For years, the Bullock Creek Volunteer Fire Department was made up of only five members and simply performed based on the meager demands of its small and tame rural coverage area.
Fires are rare in the Bullock Creek region, where about 1,320 residents reside. The volunteer department only fields 20 to 30 calls a year.
But that's not keeping Bullock Creek from trying to get lower Insurance Service Office ratings, which evaluates a department based on how it handles fire alarms and trains personnel. The ISO ratings also are based on response times, water supply and other factors. The department will be tested on Tuesday and rated on a scale of 1-10.
The lower the rating, the better for the community.
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The Bullock Creek Volunteer Fire Department is currently rated a 9, which is the default score for functioning departments that have not followed up with a test. Bullock Creek's rating is the highest in the area. Neighboring cites York (4) and McConnells (6) have lower ratings.
The department hasn't tried for a lower rating before now, mainly because of a lack of interest, said Rickey Wilson, senior fire prevention technician for the York County Fire Prevention and fire chief of the Smyrna Fire Department.
"Now that they're doing their organized training sessions, people feel like they're getting more out of it and they're willing to do more," Wilson said.
A good ISO rating gives residents in the fire departments coverage area lower fire insurance.
Dick Kay, State Farm insurance agent, said ISO rating affects insurance premiums, but there is no way to definitively gauge the ISO's affect on insurance rates.
"The affect depends on the rating drop," Kay said. "They could save as much as $220 or as little as $60 or 70. To put a rate on your house depends on safety features, if it's brick or wood, so there's a lot of variables. But the fire protection change is usually a big difference."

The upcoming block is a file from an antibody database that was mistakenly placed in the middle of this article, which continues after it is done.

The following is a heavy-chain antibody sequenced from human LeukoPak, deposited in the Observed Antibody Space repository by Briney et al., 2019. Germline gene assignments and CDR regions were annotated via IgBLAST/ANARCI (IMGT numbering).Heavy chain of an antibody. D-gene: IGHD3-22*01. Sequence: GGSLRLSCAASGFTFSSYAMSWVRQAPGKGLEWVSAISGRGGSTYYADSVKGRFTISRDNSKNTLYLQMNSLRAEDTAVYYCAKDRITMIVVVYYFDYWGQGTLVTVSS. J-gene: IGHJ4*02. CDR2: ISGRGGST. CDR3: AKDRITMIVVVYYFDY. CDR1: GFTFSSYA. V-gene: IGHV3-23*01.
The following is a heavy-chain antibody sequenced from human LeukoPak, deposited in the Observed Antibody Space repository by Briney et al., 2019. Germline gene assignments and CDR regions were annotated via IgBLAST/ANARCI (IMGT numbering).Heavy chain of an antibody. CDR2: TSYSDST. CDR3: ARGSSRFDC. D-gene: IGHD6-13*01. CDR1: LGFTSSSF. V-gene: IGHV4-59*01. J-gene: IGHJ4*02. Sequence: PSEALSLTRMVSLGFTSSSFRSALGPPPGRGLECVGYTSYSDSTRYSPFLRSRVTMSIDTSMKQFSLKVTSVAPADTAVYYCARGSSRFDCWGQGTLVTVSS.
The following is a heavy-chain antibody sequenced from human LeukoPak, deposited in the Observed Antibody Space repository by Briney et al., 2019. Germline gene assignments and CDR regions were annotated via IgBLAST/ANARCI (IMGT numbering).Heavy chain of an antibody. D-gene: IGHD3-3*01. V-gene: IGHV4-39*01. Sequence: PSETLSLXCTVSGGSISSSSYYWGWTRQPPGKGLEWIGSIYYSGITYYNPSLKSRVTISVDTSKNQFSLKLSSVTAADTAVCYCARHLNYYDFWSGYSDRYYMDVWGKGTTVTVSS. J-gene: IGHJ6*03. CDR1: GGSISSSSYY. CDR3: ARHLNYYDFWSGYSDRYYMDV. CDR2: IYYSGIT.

One drawback came in the rural Bullock Creek's lack of fire hydrants. They'll have to use water-supply points that came from farmers and landowners with ponds, who were willing to let the fire department fill up fire trucks using their property. They also had to apply for a grant with the Rural Fire Board to improve the roadways into the pond area.
It also means in the event of an extended drought, Bullock Creek may have to call on neighboring fire departments for mutual aid if ponds dry out.
Randy Thompson, York County fire marshall, said the chances of the draft ponds drying up is slim.
"We tested the ponds during the most severe portions of the drought," he said. "Where we have our draft sites were not affected."
To prepare for the ISO test, they put in non-stop training for two years and added 5-10 new volunteers over the past year.
Wilson and the County Fire Prevention have helped the department with their training, which included handling the apparatus, hauling water and fire-fighting techniques. Each month of training adds to the initial ISO score.
"They're taking it more serious," Wilson said. "They want to get their ISO lowered and be equal to the other departments. They're doing a lot more now then they were, and want to show that they can lower the ISO just like everybody else did because, as a fire department, they're equal -- they're ready."
A gauge of the department's dedication was displayed in its 1:22 time to set up the fire truck and flow water for which the ISO test provides five minutes to complete.
Leon Maloney, fire chief at Bullock Creek Volunteer Fire Department, said his department never gave up on the ISO test.
"We try to answer all the calls, and fortunately we don't have many structure fires," Maloney said. "But our area is developing now, so we want to get the fire insurance rates lowered and help them out."